I love Cathy Glass. She didn't write whilst fostering, it was when she gave it up

PageChapman1010 Sun 30-Jul-17 10:59:25

I feel like Cathy Glass writes for herself, to only tell the world how wonderful she is, and critisize everyone around her, just make herself feel better about herself. For her to write like she does, shows she has some problems of her own. I don't think she looks at how terrible it must be for the parent, regardless of what has gone on. I'm quite sure the parent did not wake up one day and say, I'm going to have a baby so I can abuse it. And while doing all this tries, to come off to the world that she is Mrs wonderful. Not sure why, but it upsetting to me that she puts herself in such a positive light, thinking she should be worshiped for her good deeds, and it's just everyone around her who is not OK.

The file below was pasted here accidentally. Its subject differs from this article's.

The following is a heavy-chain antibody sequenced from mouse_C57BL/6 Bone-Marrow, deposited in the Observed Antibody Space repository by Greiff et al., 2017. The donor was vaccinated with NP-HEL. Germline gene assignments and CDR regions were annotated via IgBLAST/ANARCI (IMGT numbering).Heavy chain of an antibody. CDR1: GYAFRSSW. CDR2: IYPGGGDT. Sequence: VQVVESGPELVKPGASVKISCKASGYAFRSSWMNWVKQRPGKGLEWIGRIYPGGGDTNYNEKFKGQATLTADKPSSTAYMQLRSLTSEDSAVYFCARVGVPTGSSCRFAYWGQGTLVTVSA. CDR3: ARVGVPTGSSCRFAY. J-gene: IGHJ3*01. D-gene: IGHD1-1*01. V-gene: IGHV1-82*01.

Queenofthedrivensnow Sat 12-Aug-17 15:58:47

I read a Casey Watson book. I thought the use of real life cases was very dubious re data protection one and vulnerable young people.

Hippyhappy71 Fri 12-Jan-18 21:24:54

Oh so glad to read it isn't just me! I have just read a Cathy Glass book that I picked up at a charity shop. How irritating and patronising! She talks through every single little thing she does and explains every detail! As to believability. ...maybe there is an essence of truth but I think a MASSIVE amount of artistic licence has been used.

ScarlettsMummyx Sat 10-Feb-18 19:11:42

Yes Cathy Glass is a saint isn’t she! Have you read any Rosie Lewis books, they are similar.

SimplySteve Fri 18-May-18 13:57:41

Having read Cathy Glass, Casey Watson, the hangers on like Maggie Hartley et al, the only foster carer I find believable - after some emails even more so, is Rosie Lewis.

Join the discussion

Registering is free, easy, and means you can join in the discussion, watch threads, get discounts, win prizes and lots more.

Register now »

Already registered? Log in with: